12 May 5 Bankruptcy Myths, Pieces of Misinformation and Lies
Bankruptcy is one area of the law that’s surrounded by a host of misinformation, myths, and outright lies. Because there are so many of these myths, some people can have an understanding of bankruptcy that has almost nothing to do with reality. To give you a better idea of what bankruptcy is, let’s take a closer look at some of the most common myths.
Myth 1: If you declare bankruptcy, you’ll never be able to get a loan again.
This myth is wrong, wrong, wrong. Yes, bankruptcy may hurt your credit score and make it hard to get a loan in the short term. But in some cases, bankruptcy will let you credit score rise, because creditors can no longer report late payments and the damage you’re currently doing to your score by making late payment after late payment will stop as soon as you file. A bankruptcy will remain on your credit report for up to 10 years, but many of our clients see a marked increase in their credit score within a year. You won’t have to wait 1o years to be able to obtain new loans.
In other words, bankruptcy can, in the long run, be a lot better for your credit than not filing.
Myth 2. You’ll lose all your money and possessions if you declare bankruptcy.
This myth is particularly harmful because it stops a lot of people who could greatly benefit by filing for bankruptcy. Many, if not most, people who file for bankruptcy won’t actually lose any of their possessions.
A bankruptcy trustee will look at what you have, what you owe, and determine what, if anything, you can pay. If you have a lot of assets, you might have to sell some. However, most bankruptcy filers won’t have to sell what they have in order to pay their debts because they only have exempt property. Exempt property is property that, by law, you are allowed to keep regardless of how much you owe. Further, many people who have some assets in excess of the exemption limits can still keep their property by restructuring their debts and entering into a more reasonable repayment plan.
Myth 3. You’re bankrupt if you’re broke.
The term “bankrupt” is both a legal term and a colloquial one. When many people say they’re “bankrupt,” what they really mean is that they don’t have any money; they’re broke. While this may be true, it has nothing to do with legal bankruptcy.
The only way you can use bankruptcy to protect yourself from your creditors and avail yourself of the safe harbor afforded to you under the law is to file for bankruptcy in a federal bankruptcy court. You cannot receive bankruptcy protections by “declaring” that you’re bankrupt. You have to file the proper legal documents and follow specific steps to receive bankruptcy protections.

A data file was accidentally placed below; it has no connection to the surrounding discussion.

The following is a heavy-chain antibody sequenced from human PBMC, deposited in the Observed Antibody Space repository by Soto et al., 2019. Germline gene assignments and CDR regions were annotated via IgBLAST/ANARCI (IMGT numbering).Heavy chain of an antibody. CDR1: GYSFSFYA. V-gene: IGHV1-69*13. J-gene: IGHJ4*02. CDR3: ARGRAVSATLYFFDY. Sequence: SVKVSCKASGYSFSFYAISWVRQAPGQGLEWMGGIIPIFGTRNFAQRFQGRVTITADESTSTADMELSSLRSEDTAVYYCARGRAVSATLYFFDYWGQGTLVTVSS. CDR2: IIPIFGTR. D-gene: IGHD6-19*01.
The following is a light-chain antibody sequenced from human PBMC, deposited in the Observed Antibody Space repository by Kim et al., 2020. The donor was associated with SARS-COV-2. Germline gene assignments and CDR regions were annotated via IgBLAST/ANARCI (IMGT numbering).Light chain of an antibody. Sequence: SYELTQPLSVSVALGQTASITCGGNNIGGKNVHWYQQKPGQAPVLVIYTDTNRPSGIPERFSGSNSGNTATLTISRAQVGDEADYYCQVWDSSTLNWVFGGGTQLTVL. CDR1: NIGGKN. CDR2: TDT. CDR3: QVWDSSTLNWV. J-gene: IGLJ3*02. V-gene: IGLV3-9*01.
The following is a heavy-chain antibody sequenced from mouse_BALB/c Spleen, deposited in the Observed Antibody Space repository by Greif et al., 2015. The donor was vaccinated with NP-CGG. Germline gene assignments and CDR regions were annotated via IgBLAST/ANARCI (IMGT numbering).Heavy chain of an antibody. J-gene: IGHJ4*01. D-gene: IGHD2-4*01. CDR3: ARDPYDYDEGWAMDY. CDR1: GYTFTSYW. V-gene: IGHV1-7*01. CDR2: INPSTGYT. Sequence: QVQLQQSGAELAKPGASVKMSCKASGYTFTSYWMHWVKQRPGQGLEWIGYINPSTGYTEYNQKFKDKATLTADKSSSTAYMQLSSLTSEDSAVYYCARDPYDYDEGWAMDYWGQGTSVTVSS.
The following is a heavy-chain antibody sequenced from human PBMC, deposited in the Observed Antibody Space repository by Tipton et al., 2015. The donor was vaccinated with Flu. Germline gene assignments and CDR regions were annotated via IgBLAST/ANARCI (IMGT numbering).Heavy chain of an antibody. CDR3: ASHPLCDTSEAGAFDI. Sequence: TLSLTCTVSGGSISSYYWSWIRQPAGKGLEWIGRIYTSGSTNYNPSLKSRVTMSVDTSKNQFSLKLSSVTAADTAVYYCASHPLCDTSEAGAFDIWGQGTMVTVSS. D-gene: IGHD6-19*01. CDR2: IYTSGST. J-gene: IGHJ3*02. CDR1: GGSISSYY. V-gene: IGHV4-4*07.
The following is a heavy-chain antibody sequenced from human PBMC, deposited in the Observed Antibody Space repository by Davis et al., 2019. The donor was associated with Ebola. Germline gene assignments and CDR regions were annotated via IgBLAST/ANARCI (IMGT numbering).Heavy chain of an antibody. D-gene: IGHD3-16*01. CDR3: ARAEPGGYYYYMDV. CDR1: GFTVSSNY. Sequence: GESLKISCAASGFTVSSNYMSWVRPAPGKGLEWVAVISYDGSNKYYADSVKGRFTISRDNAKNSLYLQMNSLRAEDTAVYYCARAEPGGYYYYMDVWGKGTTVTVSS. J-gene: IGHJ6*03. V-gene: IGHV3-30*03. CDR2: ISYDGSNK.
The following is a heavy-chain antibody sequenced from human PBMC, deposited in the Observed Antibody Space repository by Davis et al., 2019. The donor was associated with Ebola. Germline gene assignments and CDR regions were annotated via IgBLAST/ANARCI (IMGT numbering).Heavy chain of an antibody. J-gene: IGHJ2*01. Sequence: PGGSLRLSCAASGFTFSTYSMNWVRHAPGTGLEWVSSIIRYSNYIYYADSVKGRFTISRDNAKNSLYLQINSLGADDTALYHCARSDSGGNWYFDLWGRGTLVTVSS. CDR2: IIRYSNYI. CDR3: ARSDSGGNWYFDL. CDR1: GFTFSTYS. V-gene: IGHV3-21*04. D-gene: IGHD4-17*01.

Myth 4. You can get rid of all your debts if you file for bankruptcy.
While filing for bankruptcy can result in the discharge of many kinds of debt, some debts are specifically exempt. Past child or spousal support, back taxes, and most student loans are excluded from bankruptcy discharges. However, bankruptcy can allow you to discharge other debts, thus allowing you more income to devote to paying your non-dischargeable obligations.
Myth 5. Filing for bankruptcy means you’re irresponsible, immoral, or bad with money.
Of all the bankruptcy lies floating around out there, this is one of the more pernicious. Talking about money is something most of us are very uncomfortable doing, especially when we’re going through tough times. Feelings of pride and fear of being judged leads many people to dismiss the idea of bankruptcy out of hand.
It’s perfectly natural to feel stressed about the possibility of filing for bankruptcy. It’s also natural to feel bad about yourself for considering it. Though these feelings are understandable, they shouldn’t stop you from at least talking to a bankruptcy attorney about your options.
The legal and financial reality about bankruptcy is that it has nothing to do with being a good or bad person. It’s a legal option that makes financial sense for many people who are struggling with debt.
We’d all love to live in a world where responsible people prosper and live safe lives. But we don’t live in that world. Financial hardships can strike even the most prudent consumer. No matter how responsible, reasonable, and careful you are, you might have to file for bankruptcy protection because of circumstances that are completely out of your control.
Not only that, but your creditors want you to believe that filing for bankruptcy is irresponsible when, in reality, they know that it’s the exact opposite. Your creditors know they have a much better chance of making more money off of you if you don’t file. At the same time, they’re also taking advantage of every financial and legal trick available to them in order to protect their interests and take advantage of you.
Filing for bankruptcy is one of the most powerful tools consumers have to protect their own interests. It has nothing to do with you as an irresponsible person, and everything to do with realizing that bankruptcy affords you specific legal protections that can help you when you’re in a tough situation.